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Adjunct Professor Eleanor Stein is bringing a new perspective to students taking Law of Climate Change: Domestic & Transnational, her longtime course at Albany Law School.
In early November, Prof. Stein earned an LL.M. in Climate Change Law and Policy from Strathclyde University in Glasgow, Scotland, having graduated with distinction. The Master of Laws program is the first in the world to focus exclusively on climate change law.
“It is fascinating to see how differently Europe approaches the topic,” she said.
Prof. Stein — a former administrative law judge — recently retired after 27 years with the New York State Public Service Commission, where she last served as project manager for Reforming the Energy Vision (REV), an initiative to reduce greenhouse gas emissions and build a cleaner, greener, and more affordable energy system for N.Y.
Aside from teaching at the law school and UAlbany’s Rockefeller College of Public Affairs & Policy, Prof. Stein plans to work with the Government Law Center at Albany Law School on various climate change projects.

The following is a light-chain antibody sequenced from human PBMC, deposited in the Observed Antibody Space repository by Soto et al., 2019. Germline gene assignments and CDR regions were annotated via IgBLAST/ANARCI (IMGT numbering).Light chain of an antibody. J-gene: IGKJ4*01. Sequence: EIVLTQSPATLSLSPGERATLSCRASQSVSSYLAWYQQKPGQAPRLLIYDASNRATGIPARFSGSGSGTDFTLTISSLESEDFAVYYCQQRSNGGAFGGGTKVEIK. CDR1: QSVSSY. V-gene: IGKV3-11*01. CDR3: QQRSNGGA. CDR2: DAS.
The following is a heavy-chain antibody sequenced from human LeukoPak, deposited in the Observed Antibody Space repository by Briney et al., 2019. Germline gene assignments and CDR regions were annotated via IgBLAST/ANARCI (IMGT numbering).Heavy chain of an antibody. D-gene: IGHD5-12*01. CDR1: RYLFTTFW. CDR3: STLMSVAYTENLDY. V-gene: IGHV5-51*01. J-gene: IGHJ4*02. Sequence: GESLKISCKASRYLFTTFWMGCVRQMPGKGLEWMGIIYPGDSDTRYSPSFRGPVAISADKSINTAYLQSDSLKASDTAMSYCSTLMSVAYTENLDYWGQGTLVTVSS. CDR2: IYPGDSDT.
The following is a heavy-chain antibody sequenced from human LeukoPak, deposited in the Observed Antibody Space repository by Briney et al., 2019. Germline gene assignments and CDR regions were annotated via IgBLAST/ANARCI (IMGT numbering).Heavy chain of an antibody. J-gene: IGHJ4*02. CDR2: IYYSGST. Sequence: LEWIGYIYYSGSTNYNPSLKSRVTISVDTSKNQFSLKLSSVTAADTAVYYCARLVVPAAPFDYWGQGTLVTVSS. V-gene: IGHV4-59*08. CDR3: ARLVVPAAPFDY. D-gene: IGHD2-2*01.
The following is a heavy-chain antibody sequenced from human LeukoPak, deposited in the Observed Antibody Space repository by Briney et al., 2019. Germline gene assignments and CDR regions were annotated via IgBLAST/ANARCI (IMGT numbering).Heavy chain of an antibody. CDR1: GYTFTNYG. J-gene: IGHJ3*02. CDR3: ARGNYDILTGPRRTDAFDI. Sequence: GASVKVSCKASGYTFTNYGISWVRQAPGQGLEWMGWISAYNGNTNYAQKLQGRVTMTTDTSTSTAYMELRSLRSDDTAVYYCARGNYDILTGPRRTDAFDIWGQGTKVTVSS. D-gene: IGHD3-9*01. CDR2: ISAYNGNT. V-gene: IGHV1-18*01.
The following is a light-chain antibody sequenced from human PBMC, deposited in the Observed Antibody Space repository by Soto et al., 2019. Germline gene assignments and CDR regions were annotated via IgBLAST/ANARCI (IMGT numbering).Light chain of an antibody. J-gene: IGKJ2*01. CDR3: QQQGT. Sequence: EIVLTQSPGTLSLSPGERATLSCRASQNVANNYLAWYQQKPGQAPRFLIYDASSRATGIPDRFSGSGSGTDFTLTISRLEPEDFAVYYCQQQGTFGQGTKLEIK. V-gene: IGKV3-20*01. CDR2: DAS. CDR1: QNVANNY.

"I believe all of us learn by practice and my classes are always a discussion of both sides of issues, with students playing roles for and against," Prof. Stein said in a recent profile in the Albany Times Union, adding that that she aims “to have an open discourse and open exploration of this incredibly important issue ... we can agree to disagree."
Prof. Stein earned her J.D. from City University of New York Law School. Her article titled “Ignorance/Denial/Fear/Paralysis/Engagement/Commitment: Reflections on a Decade Teaching Climate Change Law” was published this past summer in Radical Teacher.
"Many of my core beliefs are essentially unchanged," Prof. Stein, who was an antiwar and civil rights activist in the 1960s and ‘70s, told the Times Union. "Forty years ago, I was concerned about war, racism and the second-class status of women. Now, I also see how central environmental issues are — especially climate change. I have always strongly believed that collective action can make change, and I still do. But I have to admit, it takes much longer than I thought it would in 1968!"